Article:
(There's bacon elsewhere in the photo (this is just a detail) so probably coated the pan with bacon fat.)

    Beyond that, all I've got is that staring at this pic now for about a day and a half is making me unnaturally hungry.
     
  4. DrJ United States

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    Oh, I forgot to add: thank you!
     
  5. kerophile

    kerophile United Kingdom SotM Winner Subscriber

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    Last edited: Sep 27, 2018
  6. Doc Mark

    Doc Mark Subscriber

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    Greetings, @DrJ ,

    Welcome to CCS!! Is it possible to post the photo in much larger size? It's hard to make out any details, at all, in the very small photo that you posted. Bigger is better, when it comes to old photos, and stove identification. Thanks, and God Bless!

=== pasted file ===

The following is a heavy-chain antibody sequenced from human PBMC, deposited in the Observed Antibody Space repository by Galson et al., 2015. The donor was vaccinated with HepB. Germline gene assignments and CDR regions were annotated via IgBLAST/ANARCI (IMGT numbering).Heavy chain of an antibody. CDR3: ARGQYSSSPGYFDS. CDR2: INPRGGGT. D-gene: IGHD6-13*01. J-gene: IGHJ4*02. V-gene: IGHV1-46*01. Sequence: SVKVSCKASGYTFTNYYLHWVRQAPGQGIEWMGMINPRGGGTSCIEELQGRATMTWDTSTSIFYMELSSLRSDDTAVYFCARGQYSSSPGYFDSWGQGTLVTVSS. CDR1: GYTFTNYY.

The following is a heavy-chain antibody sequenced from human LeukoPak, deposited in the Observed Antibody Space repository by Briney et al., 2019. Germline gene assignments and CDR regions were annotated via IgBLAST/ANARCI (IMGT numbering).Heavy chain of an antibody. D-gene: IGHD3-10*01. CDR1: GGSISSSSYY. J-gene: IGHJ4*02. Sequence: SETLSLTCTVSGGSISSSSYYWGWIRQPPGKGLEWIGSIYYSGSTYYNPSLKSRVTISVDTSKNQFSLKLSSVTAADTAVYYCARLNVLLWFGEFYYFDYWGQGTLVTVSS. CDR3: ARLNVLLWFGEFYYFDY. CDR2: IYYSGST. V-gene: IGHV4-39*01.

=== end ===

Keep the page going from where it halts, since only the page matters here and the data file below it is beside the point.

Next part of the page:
Every Good Wish,
    Doc
     
  7. Metropolitantrout

    Metropolitantrout Subscriber

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    I think Kerophile is probably right or at least in the ball park. Camping stoves that used liquid fuel were a rarity in 1915, especially in the US. Cooking a trout over a wood fired flame also adds to Kerophile's hunch.
    I would agree that it's some kind of wood or twig burning stove. Jerry
     
  8. DrJ United States

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    Hi again. Thank you all for your help so far! I love the idea of the Boy Scout cooking outfit, Kerofile - the pictures you linked to seem spot-on.